Conclusions
We confirm the results of a single-blind, randomized, microdialysis study, i.e. that the Aci-induced elevation in plasma NPY and GH levels during the exercise is higher in BN patients and that Aci increased plasma leptin levels in the post-exercise recovering phase (90-minute) more in BN patients. The post-exercise rise (45-minute) in AT glycerol is much more attenuated by acute Aci treatment in BN patients. Simultaneously, we found facilitated turnover of plasma glycerol after the exercise together with Aci administration in BN. Our results support the hypotheses that Aci exerts an effect on the FFA-independent and cAMP-dependent mechanism.
Trial Registration
Australia and New Zealand Clinical Trials Register (ANZCTR): ACTRN12611000955910
doi:10.1186/1743-7075-8-81
PMCID: PMC3245450  PMID: 22093818
Neuropeptide Y; Growth hormone; Leptin; Bulimia nervosa; Acipimox; Exercise; Adipose tissue; Free fatty acids; Glycerol; Microdialysis
11.  Personality Dimensions in Bulimia Nervosa, Binge Eating Disorder, and Obesity 
Comprehensive psychiatry  2009;51(1):31-36.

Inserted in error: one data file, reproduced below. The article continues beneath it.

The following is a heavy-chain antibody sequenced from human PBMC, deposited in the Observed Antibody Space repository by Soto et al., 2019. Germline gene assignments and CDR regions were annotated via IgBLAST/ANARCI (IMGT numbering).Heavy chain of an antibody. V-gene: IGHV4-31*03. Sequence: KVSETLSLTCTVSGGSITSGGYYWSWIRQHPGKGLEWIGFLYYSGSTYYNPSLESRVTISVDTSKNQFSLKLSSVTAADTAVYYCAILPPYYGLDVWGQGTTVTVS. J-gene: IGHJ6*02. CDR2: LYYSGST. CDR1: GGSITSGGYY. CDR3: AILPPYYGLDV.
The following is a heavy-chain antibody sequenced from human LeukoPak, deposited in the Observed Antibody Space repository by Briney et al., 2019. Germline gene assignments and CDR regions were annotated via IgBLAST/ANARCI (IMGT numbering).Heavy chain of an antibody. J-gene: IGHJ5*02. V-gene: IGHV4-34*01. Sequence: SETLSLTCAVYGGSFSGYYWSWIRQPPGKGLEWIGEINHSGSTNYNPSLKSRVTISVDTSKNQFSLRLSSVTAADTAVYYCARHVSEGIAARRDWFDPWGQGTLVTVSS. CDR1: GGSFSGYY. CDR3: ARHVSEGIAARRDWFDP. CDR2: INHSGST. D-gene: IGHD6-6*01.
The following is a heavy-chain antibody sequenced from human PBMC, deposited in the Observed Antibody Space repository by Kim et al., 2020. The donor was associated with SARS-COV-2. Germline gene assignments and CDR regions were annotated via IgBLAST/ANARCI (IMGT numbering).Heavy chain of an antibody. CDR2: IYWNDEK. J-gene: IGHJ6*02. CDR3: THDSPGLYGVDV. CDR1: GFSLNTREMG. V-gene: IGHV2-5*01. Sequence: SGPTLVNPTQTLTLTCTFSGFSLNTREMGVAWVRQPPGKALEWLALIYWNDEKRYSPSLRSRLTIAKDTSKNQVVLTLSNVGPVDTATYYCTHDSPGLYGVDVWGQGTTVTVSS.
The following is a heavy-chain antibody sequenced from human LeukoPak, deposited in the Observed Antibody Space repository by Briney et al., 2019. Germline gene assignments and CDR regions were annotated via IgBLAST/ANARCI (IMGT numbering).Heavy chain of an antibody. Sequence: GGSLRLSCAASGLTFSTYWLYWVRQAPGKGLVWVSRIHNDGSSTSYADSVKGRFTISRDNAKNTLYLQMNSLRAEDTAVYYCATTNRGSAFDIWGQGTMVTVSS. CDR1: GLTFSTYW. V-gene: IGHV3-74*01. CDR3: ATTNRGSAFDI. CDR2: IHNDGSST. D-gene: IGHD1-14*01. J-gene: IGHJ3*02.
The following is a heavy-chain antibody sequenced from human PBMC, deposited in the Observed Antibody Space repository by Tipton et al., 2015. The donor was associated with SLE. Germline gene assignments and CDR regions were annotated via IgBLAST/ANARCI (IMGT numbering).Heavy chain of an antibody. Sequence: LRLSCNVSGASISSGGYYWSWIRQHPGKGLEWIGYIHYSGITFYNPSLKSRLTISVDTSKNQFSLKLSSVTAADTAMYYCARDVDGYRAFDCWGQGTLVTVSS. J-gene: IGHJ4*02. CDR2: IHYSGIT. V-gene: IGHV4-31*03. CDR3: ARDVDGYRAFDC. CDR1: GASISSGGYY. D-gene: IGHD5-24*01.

Objective
The purpose of this investigation was to examine differences in personality dimensions among individuals with bulimia nervosa, binge eating disorder, non-binge eating obesity and a normal weight comparison group as well as to determine the extent to which these differences were independent of self-reported depressive symptoms.
Method
Personality dimensions were assessed using the Multidimensional Personality Questionnaire in 36 patients with bulimia nervosa, 54 patients with binge eating disorder, 30 obese individuals who did not binge eat, and 77 normal weight comparison participants.
Results
Participants with bulimia nervosa reported higher scores on measures of stress reaction and negative emotionality compared to the other three groups, and lower well-being scores compared to the normal weight comparison and the obese samples. Patients with binge eating disorder scored lower on well-being and higher on harm avoidance than the normal weight comparison group. In addition, the bulimia nervosa and binge eating disorder groups scored lower than the normal weight group on positive emotionality. When personality dimensions were re-analyzed using depression as a covariate, only stress reaction remained higher in the bulimia nervosa group compared to the other three groups and harm avoidance remained higher in the binge eating disorder than the normal weight comparison group.
Conclusions